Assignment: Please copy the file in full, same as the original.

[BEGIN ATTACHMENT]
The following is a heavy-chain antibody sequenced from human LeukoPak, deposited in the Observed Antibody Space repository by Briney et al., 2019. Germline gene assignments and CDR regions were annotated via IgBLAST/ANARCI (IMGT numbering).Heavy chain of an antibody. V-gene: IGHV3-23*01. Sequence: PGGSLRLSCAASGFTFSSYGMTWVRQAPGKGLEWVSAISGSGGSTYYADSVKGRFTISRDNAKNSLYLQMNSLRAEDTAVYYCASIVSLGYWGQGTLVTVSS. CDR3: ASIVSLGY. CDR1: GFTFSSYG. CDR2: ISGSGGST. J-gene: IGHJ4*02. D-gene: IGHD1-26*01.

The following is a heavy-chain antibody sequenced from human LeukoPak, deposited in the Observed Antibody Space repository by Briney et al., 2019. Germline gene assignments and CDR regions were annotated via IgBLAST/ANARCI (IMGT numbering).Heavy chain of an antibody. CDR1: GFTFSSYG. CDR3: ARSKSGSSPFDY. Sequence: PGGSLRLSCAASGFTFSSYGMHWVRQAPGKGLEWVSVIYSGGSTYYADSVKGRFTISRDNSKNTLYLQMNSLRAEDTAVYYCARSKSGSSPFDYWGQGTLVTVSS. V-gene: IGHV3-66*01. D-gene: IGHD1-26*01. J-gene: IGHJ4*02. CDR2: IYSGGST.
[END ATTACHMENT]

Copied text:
The following is a heavy-chain antibody sequenced from human LeukoPak, deposited in the Observed Antibody Space repository by Briney et al., 2019. Germline gene assignments and CDR regions were annotated via IgBLAST/ANARCI (IMGT numbering).Heavy chain of an antibody. V-gene: IGHV3-23*01. Sequence: PGGSLRLSCAASGFTFSSYGMTWVRQAPGKGLEWVSAISGSGGSTYYADSVKGRFTISRDNAKNSLYLQMNSLRAEDTAVYYCASIVSLGYWGQGTLVTVSS. CDR3: ASIVSLGY. CDR1: GFTFSSYG. CDR2: ISGSGGST. J-gene: IGHJ4*02. D-gene: IGHD1-26*01.

The following is a heavy-chain antibody sequenced from human LeukoPak, deposited in the Observed Antibody Space repository by Briney et al., 2019. Germline gene assignments and CDR regions were annotated via IgBLAST/ANARCI (IMGT numbering).Heavy chain of an antibody. CDR1: GFTFSSYG. CDR3: ARSKSGSSPFDY. Sequence: PGGSLRLSCAASGFTFSSYGMHWVRQAPGKGLEWVSVIYSGGSTYYADSVKGRFTISRDNSKNTLYLQMNSLRAEDTAVYYCARSKSGSSPFDYWGQGTLVTVSS. V-gene: IGHV3-66*01. D-gene: IGHD1-26*01. J-gene: IGHJ4*02. CDR2: IYSGGST.